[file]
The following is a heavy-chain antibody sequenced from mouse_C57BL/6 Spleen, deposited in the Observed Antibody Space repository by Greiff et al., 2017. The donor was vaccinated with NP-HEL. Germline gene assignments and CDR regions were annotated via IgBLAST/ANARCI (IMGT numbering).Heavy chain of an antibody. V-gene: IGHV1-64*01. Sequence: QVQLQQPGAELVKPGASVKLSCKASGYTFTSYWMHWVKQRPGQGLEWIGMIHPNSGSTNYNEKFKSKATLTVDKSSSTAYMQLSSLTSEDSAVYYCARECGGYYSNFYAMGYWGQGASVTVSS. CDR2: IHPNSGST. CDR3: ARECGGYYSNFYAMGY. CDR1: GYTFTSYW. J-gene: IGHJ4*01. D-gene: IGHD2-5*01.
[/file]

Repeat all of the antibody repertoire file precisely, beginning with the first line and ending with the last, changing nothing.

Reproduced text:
The following is a heavy-chain antibody sequenced from mouse_C57BL/6 Spleen, deposited in the Observed Antibody Space repository by Greiff et al., 2017. The donor was vaccinated with NP-HEL. Germline gene assignments and CDR regions were annotated via IgBLAST/ANARCI (IMGT numbering).Heavy chain of an antibody. V-gene: IGHV1-64*01. Sequence: QVQLQQPGAELVKPGASVKLSCKASGYTFTSYWMHWVKQRPGQGLEWIGMIHPNSGSTNYNEKFKSKATLTVDKSSSTAYMQLSSLTSEDSAVYYCARECGGYYSNFYAMGYWGQGASVTVSS. CDR2: IHPNSGST. CDR3: ARECGGYYSNFYAMGY. CDR1: GYTFTSYW. J-gene: IGHJ4*01. D-gene: IGHD2-5*01.